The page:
Ten candidates are being considered to fill the current vacancy on Johnstown City Council.
Recently, the board’s six members met with applicants interested in assuming the position that opened on Jan. 6 when Frank Janakovic resigned his former role as a regular councilman to become the city’s new mayor.
Eleven residents applied. Ten showed up for their scheduled interviews, according to information obtained from City Hall. They were Charles Arnone, Charles DiFalco, Rose Howarth, Homer Mattes, Katherine Anne McCloskey-Ross, Pam Renowden, Andrea Ryan, Joe Taranto, Gary Tokar and David Wainwright.
“It was a very diverse group, which was good,” said Councilwoman Marie Mock.
A vote to fill the position is scheduled for Feb. 5.
“In my case, I’m still looking at the notes that I wrote down about each person, so I’m currently undecided,” said Councilman Pete Vizza.
Council has 45 days from the time the position opened to fill the vacancy. If they cannot select somebody by that deadline, then a group of citizens can petition the Cambria County court system to appoint somebody. A similar situation occurred last year when council twice deadlocked 3-3 when voting to fill the spot left open by the death of Ann Wilson. A three-judge panel eventually appointed Taranto, whose term expired last month.
“I feel my previous experience on council is valuable, but more so is what I did in the little time I was there,” said Taranto. “I believe my appointment may have been a component in a surge of interest and hope for the revitalization of the city.”
Like Taranto, Howarth previously served on council before she lost a re-election bid last year.
At least one other resident, Charlene Stanton, expressed interest in being considered.
City officials first advertised the opening on Jan. 10. The application deadline was originally set for Jan. 20 but was extended a day because of the Martin Luther King Jr. holiday.
Stanton said she started trying to fax her application to City Manager Kristen Denne’s office at 3:49 p.m. on Jan. 21, but could not get the transmission through. Stanton said her husband attempted to call the following day but could not talk to anybody because of phone problems in the manager’s office.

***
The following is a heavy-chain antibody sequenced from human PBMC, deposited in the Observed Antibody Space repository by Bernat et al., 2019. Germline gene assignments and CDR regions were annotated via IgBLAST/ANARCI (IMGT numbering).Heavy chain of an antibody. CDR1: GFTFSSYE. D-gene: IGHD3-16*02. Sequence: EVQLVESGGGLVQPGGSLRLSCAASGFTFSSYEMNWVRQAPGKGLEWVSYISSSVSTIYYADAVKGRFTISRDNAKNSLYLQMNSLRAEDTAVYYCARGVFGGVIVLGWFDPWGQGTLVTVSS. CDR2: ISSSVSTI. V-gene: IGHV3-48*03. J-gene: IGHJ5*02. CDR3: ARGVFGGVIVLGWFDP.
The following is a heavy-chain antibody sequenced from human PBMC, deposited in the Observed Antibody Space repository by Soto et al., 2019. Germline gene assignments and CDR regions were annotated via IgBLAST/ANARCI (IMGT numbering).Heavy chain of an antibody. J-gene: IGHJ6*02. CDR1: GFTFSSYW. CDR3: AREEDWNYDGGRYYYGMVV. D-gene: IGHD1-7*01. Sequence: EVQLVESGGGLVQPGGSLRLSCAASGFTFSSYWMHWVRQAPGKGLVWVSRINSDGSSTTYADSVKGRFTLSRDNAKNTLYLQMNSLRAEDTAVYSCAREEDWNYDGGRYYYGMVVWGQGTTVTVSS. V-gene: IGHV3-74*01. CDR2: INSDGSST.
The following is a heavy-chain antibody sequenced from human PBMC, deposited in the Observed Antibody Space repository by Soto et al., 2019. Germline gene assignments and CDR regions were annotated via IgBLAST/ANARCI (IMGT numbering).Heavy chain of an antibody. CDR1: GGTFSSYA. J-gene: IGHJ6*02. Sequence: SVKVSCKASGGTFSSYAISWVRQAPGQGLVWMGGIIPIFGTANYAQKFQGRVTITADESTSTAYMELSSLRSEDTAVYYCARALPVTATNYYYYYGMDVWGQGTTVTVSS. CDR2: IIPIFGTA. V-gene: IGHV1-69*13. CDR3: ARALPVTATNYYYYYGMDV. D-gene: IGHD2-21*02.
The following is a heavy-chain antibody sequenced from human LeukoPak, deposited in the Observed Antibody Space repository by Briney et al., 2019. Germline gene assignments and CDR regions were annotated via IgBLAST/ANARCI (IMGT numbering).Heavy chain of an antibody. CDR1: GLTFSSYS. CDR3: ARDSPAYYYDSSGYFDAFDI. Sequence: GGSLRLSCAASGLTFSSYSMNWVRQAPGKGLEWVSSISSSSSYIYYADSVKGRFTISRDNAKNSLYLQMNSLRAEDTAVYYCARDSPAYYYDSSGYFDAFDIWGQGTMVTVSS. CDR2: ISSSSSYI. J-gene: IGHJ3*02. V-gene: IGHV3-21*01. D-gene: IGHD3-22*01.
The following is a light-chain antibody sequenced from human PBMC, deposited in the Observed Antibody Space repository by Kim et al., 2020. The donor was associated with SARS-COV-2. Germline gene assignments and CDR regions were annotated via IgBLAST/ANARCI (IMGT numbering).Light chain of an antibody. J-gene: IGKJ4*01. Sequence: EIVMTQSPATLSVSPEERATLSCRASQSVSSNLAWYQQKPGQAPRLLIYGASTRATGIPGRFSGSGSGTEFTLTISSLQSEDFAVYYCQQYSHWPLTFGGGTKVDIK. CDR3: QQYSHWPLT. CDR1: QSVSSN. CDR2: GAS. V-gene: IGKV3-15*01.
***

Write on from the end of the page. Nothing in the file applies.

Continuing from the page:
Later in the day, he personally dropped off her paperwork.
Council decided to not interview Stanton because her application was received after the deadline.
“Her application came in late,” said Mock. “Kristen presented it to council and it was council’s decision. It was an executive session, so I can’t say who voted or why they voted.”
Vizza added, “The consensus was she missed the deadline.”
Stanton blamed the city for her application not being received on time.
“Why should I be punished for City Hall’s technical problems?” Stanton asked.
Stanton has been an outspoken critic of the city’s sewer improvement project that started in 2010.
Council’s plan requires all customers to make sure their personal sewer system can pass a pressure test. In order to meet the standard, many property owners will need to install new lines, which can cost anywhere between a few hundred dollars to in excess of $10,000, depending on the amount of excavation, installation and remodeling needed.
The Roxbury resident ran a write-in campaign during the 2013 City Council election when she made opposition to the sewer plan, especially the pressure testing requirement, her single issue. She circulated a petition against the project, filed several right-to-know requests and legally fought the city’s ongoing attempt to condemn part of her property because she would not sign an easement.
“It just makes me wonder, and that’s why I question bias,” said Stanton.
Mock countered by saying, “That wasn’t even part of the consideration.”
If council does not pick a new member before the 45-day deadline, Stanton would be eligible to apply if a panel of judges is asked to make the selection, like in 2013.
Dave Sutor is a reporter for The Tribune-Democrat. Follow him on Twitter at twitter.com/Dave_Sutor.